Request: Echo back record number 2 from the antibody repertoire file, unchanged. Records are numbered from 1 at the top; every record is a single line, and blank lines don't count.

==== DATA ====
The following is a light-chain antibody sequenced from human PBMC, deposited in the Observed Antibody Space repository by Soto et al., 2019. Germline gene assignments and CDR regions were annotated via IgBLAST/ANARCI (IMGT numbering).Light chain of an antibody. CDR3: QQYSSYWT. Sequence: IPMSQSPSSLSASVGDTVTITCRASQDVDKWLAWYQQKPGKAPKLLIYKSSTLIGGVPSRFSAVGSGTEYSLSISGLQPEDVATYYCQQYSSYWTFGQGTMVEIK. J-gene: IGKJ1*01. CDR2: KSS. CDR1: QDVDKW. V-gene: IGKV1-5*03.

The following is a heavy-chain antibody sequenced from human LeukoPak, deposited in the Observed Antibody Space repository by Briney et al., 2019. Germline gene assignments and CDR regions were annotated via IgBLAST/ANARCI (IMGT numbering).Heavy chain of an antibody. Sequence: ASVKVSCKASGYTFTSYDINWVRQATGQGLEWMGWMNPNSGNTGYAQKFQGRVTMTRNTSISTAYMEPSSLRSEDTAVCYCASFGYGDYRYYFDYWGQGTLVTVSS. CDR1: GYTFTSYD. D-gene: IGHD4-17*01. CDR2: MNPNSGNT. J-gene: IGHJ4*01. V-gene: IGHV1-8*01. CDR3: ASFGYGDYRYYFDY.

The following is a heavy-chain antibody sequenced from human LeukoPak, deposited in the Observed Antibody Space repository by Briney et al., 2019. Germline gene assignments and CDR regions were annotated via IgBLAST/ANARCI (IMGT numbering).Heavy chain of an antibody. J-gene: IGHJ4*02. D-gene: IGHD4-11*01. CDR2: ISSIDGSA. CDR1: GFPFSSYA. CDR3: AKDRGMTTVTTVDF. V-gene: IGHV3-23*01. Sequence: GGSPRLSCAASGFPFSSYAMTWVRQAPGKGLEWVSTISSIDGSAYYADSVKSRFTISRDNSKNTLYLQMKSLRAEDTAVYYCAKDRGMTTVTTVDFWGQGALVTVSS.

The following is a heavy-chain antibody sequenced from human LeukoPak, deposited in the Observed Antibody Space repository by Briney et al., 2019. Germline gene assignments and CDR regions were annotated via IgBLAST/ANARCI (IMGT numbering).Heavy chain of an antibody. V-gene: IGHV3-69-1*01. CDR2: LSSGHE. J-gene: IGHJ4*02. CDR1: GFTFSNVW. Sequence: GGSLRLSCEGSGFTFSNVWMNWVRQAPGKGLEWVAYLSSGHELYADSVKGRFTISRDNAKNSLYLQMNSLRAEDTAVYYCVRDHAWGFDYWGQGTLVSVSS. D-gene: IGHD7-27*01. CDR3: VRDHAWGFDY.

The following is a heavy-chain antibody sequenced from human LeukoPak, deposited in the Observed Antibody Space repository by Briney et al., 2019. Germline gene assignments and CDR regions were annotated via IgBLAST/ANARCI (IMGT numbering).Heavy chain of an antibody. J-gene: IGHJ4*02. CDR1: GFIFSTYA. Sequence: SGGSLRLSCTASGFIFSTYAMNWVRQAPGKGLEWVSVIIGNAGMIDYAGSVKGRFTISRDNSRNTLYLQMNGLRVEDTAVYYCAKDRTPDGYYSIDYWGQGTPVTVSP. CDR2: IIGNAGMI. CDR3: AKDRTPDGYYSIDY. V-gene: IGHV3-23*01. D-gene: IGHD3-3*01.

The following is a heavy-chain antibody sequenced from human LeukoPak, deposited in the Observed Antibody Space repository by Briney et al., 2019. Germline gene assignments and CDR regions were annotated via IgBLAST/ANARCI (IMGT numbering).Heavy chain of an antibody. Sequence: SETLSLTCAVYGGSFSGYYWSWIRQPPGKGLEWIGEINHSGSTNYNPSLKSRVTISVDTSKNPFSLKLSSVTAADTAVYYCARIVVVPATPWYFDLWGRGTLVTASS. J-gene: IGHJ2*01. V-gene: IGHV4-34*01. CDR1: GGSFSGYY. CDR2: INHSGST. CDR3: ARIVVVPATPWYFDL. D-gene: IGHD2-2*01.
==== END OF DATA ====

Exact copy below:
The following is a heavy-chain antibody sequenced from human LeukoPak, deposited in the Observed Antibody Space repository by Briney et al., 2019. Germline gene assignments and CDR regions were annotated via IgBLAST/ANARCI (IMGT numbering).Heavy chain of an antibody. Sequence: ASVKVSCKASGYTFTSYDINWVRQATGQGLEWMGWMNPNSGNTGYAQKFQGRVTMTRNTSISTAYMEPSSLRSEDTAVCYCASFGYGDYRYYFDYWGQGTLVTVSS. CDR1: GYTFTSYD. D-gene: IGHD4-17*01. CDR2: MNPNSGNT. J-gene: IGHJ4*01. V-gene: IGHV1-8*01. CDR3: ASFGYGDYRYYFDY.